Why I believe in handwritten thank you notes

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Why I believe in handwritten thank you notes

Any of my close friends and family know I am a “thank you note” person. I love to write them, and I even like to buy thank you cards and stationery. If I receive a gift, a thank you note goes out, if we are invited to a nice dinner, a thank you note out the next day. To me it is just one of those courtesies I really enjoy.

When I am out and about, I look for cool thank you notes or ones that might just be perfect for certain occasions. It is fun for me! But since not everyone views these through my lens, this blog is to help you understand how a simple, but thoughtfully written thank you note can land you the job of your dreams.

A thank you note makes the recipient feel good.

For starters, it means more than an email. Emails are great for immediate feedback, (though keep in mind the other candidates probably took that 45 seconds too). Particularly, if you are in a tight race for a job, and you think an email needs to get to the hiring manager before he makes a selection. Also, we are an immediate society now with Instant Messaging, texting, etc., so if you need speed, definitely send an email, but then follow that up with a handwritten note.

Secondly, it sets you aside. I can’t tell you how many finalists I have coached to send a thank you note, and my client has gotten back to me saying, “hey we even got a handwritten thank you note from this candidate.” This is an opportunity for you to show the company how strongly interested you are in the position. Companies love to hire candidates that can articulate why they are interested in working there. It can easily be the deciding factor between two strong finalists.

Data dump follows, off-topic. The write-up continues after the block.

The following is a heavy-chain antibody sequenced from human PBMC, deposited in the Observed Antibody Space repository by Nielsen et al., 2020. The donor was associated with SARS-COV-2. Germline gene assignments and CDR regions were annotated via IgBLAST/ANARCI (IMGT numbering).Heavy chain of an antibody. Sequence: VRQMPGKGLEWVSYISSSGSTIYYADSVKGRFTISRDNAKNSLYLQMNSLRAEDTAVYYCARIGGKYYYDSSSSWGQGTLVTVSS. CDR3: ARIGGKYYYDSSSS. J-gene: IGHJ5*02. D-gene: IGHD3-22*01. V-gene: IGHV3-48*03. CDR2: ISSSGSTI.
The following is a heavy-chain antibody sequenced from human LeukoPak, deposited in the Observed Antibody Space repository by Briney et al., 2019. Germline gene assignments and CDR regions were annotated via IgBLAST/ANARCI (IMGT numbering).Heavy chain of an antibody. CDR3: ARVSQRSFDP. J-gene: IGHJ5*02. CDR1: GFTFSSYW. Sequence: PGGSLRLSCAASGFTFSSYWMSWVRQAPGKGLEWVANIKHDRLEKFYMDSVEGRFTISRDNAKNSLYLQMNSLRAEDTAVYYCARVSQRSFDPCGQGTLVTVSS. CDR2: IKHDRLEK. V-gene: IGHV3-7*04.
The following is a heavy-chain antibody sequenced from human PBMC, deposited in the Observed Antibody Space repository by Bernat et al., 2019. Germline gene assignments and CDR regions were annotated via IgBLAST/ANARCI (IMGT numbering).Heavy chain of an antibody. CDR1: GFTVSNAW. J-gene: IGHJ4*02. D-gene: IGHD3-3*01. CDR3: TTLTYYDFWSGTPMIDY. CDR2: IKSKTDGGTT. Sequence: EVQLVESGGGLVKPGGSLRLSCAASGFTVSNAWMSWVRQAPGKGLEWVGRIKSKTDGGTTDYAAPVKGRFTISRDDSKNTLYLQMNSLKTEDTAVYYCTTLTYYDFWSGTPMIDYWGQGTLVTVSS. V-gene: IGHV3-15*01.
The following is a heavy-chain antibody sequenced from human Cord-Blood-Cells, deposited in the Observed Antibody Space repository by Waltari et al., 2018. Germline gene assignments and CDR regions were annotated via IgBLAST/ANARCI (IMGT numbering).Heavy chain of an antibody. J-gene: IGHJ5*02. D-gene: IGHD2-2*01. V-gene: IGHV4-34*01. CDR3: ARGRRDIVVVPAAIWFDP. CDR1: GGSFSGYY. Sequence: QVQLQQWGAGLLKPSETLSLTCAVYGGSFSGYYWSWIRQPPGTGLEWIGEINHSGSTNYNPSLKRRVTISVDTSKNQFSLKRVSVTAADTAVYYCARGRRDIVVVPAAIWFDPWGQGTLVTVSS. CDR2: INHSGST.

It leaves an impression.

Thank you notes can be reserved for the people you had a sit-down interview with as opposed to a phone screen. Though if the number of people you had contact with is few, it wouldn’t hurt to send a note to someone you think took time out of their day to help you, even if that was the HR Manager who just set up the calls and interviews.

When wondering what to include in your thank you note, I recommend making it a little different than your email. Find something notable in your interview that shows appreciation or thoughtful reflection. For example, “John, I really enjoyed meeting you and especially appreciated the tour of your manufacturing floor after the meeting. I know we went over our allotted two hours, and you were trying to get out of the office. That was really kind of you and helped me get a clearer picture of the company as well.”

When you shouldn’t send a thank you note. Your writing is frightening, you missed the penmanship classes in school, or you could have been a doctor. If this sounds like you, you could actually do more damage than good here. Yes, sad to say, we have seen someone lose a job on a poorly written thank you note. The CEO was concerned the candidate would not be a good fit after reading a note with multiple grammatical errors.

And please don’t send a text. I am always a little shocked when I have a senior-level executive ask me for a cell phone number so he could send a CEO or VP a text. Ouch! Unless requested to do so by the interviewer, and I have had that example occur only once or twice, a text is just far too informal for the process, (by the way this does not include many entry-level jobs today where a return text is requested by the recruiter).

And in closing I’ll ask you this question. How does receiving a thank you note make you feel? Awesome, right? Now go order some thank you notes.

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